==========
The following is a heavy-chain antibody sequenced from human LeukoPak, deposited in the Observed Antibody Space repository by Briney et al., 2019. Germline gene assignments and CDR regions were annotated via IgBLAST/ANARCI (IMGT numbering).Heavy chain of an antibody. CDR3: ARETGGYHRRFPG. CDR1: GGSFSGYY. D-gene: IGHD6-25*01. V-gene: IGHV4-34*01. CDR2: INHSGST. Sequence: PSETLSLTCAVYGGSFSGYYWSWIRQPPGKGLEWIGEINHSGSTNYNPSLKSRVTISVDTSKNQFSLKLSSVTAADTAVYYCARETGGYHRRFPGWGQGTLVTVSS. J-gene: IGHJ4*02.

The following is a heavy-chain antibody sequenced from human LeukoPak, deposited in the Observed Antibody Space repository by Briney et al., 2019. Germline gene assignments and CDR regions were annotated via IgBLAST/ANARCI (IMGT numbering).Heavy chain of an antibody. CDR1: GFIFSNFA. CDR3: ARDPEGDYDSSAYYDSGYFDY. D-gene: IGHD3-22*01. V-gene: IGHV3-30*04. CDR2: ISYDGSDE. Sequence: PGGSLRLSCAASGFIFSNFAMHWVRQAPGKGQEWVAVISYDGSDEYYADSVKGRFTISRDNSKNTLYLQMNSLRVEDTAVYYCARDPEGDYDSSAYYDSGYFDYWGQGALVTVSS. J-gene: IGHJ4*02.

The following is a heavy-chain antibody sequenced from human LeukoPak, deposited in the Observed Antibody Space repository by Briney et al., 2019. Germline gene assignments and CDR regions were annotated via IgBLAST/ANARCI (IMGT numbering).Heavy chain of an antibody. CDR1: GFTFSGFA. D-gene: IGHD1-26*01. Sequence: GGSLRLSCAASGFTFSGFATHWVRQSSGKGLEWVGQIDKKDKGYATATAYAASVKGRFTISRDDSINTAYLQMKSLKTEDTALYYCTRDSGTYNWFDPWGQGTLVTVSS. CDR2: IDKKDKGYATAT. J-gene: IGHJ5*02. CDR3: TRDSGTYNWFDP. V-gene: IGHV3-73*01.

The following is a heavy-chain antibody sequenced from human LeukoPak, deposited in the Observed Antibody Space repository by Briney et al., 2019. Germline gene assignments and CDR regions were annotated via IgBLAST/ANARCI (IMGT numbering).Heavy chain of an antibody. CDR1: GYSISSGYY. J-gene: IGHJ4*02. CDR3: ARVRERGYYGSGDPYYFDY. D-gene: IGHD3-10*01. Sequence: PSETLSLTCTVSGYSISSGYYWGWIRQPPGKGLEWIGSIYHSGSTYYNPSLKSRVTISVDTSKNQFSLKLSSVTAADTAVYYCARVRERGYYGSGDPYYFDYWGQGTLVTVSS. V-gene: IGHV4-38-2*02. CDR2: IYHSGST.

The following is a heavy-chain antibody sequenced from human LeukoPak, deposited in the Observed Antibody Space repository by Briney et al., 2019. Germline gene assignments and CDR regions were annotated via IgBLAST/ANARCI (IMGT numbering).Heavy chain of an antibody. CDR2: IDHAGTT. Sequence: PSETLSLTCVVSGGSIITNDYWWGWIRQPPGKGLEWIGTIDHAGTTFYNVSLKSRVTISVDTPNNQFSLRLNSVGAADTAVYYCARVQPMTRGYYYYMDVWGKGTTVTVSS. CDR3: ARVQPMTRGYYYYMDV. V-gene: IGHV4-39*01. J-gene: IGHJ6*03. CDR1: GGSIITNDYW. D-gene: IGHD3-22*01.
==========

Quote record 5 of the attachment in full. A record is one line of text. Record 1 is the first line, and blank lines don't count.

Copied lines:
The following is a heavy-chain antibody sequenced from human LeukoPak, deposited in the Observed Antibody Space repository by Briney et al., 2019. Germline gene assignments and CDR regions were annotated via IgBLAST/ANARCI (IMGT numbering).Heavy chain of an antibody. CDR2: IDHAGTT. Sequence: PSETLSLTCVVSGGSIITNDYWWGWIRQPPGKGLEWIGTIDHAGTTFYNVSLKSRVTISVDTPNNQFSLRLNSVGAADTAVYYCARVQPMTRGYYYYMDVWGKGTTVTVSS. CDR3: ARVQPMTRGYYYYMDV. V-gene: IGHV4-39*01. J-gene: IGHJ6*03. CDR1: GGSIITNDYW. D-gene: IGHD3-22*01.